December 11, 2019 at 4:05 pm

Akolkar Speaks on Electrochemical Materials Fabrication

Rohan Akolkar

Professor Rohan Akolkar

By Ling Xin
NQPI Editorial Intern

At the Nanoscale & Quantum Phenomena Institute (NQPI) seminar on Dec. 5, Prof. Rohan Akolkar from Case Western Reserve University discussed two major approaches he and his students have been working on for nano-materials fabrication: atomic layer deposition (e-ALD) and atomic layer etching (e-ALE).

These approaches are critical to the semiconductor manufacturing industry, said Akolkar, who was visiting Ohio University at the invitation of NQPI member Dr. John Staser. All microprocessors and memory devices we use today have transistors and interconnects inside them. Their miniaturization will require atomic level manipulation of materials during the fabrication process. This will enable industry to achieve denser packing of the transistors and interconnects and thus achieve high performance nano-electronics, Akolkar said.

The e-ALD approach, a surface-controlled electrochemical process that aims at the deposition of thin films one atomic layer at a time, has been widely studied for the past two decades. However, different from the conventional e-ALD processes, Akolkar’s process offers many attractive features: high throughput, environmental benignity, and great versatility in terms of metals, non-metals and alloys which can be deposited.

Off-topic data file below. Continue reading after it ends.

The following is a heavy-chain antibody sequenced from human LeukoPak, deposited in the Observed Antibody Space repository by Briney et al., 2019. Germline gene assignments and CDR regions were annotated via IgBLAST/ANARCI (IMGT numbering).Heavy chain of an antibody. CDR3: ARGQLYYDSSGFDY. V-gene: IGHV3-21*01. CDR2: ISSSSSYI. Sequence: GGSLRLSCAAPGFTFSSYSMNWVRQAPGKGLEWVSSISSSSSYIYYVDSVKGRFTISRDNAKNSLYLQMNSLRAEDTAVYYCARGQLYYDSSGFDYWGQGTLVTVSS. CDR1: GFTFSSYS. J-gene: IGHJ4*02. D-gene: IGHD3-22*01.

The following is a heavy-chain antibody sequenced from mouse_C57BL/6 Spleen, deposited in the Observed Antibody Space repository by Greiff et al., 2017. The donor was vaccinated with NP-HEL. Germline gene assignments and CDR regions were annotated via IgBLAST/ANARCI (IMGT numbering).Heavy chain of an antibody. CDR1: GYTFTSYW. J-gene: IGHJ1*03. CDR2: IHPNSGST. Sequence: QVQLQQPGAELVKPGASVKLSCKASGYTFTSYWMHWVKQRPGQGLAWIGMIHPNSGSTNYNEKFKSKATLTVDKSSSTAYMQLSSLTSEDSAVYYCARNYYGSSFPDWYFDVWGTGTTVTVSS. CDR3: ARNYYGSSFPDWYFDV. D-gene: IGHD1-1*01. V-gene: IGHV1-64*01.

The e-ALE approach, on the other hand, is very new. It utilizes similar concepts of self-terminating reactions to achieve atomic-level precision in etching. Such a process is highly sought after by the industry. Akolkar said his team is still working toward a better fundamental understanding of the e-ALE process, which hopefully will be developed into a more mature technique in the future and would complement e-ALD.

Atomically precise materials manipulation also has important implications for designing future electrochemical reactors and systems, he said. His lab plans to focus future activity in this area.

Akolkar said this was his second visit to OHIO and the first time to be a speaker hosted by NQPI. The Physics & Astronomy Department impressed him, in terms of both its faculty and students. He looks forward to establishing more collaborations with OHIO researchers in the near future.

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